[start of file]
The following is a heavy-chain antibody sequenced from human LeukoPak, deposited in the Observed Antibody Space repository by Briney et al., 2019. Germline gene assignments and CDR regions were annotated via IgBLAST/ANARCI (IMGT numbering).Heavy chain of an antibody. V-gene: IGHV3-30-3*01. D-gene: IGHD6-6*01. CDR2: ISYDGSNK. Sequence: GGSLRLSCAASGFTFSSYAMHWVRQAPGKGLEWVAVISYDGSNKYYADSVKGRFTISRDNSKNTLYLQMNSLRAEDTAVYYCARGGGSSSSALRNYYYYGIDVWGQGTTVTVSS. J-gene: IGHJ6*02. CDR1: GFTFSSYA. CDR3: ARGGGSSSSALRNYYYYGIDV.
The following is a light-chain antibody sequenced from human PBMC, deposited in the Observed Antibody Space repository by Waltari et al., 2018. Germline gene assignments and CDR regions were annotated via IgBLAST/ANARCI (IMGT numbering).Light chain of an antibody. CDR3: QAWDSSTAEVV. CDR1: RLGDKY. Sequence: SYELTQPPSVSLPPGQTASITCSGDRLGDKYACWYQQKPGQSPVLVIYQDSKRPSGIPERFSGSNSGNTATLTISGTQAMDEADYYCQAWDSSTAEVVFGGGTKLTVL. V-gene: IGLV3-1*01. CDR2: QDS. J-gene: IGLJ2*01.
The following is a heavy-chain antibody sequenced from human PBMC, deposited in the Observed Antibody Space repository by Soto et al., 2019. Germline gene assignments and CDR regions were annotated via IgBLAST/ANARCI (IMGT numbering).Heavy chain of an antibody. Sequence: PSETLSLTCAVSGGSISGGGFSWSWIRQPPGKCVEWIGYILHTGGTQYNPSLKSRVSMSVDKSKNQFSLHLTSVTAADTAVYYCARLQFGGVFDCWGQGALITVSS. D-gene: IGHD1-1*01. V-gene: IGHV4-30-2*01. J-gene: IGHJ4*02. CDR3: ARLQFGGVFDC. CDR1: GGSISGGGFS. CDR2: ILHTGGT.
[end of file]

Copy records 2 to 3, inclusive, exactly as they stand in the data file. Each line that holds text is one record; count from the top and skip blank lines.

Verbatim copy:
The following is a light-chain antibody sequenced from human PBMC, deposited in the Observed Antibody Space repository by Waltari et al., 2018. Germline gene assignments and CDR regions were annotated via IgBLAST/ANARCI (IMGT numbering).Light chain of an antibody. CDR3: QAWDSSTAEVV. CDR1: RLGDKY. Sequence: SYELTQPPSVSLPPGQTASITCSGDRLGDKYACWYQQKPGQSPVLVIYQDSKRPSGIPERFSGSNSGNTATLTISGTQAMDEADYYCQAWDSSTAEVVFGGGTKLTVL. V-gene: IGLV3-1*01. CDR2: QDS. J-gene: IGLJ2*01.
The following is a heavy-chain antibody sequenced from human PBMC, deposited in the Observed Antibody Space repository by Soto et al., 2019. Germline gene assignments and CDR regions were annotated via IgBLAST/ANARCI (IMGT numbering).Heavy chain of an antibody. Sequence: PSETLSLTCAVSGGSISGGGFSWSWIRQPPGKCVEWIGYILHTGGTQYNPSLKSRVSMSVDKSKNQFSLHLTSVTAADTAVYYCARLQFGGVFDCWGQGALITVSS. D-gene: IGHD1-1*01. V-gene: IGHV4-30-2*01. J-gene: IGHJ4*02. CDR3: ARLQFGGVFDC. CDR1: GGSISGGGFS. CDR2: ILHTGGT.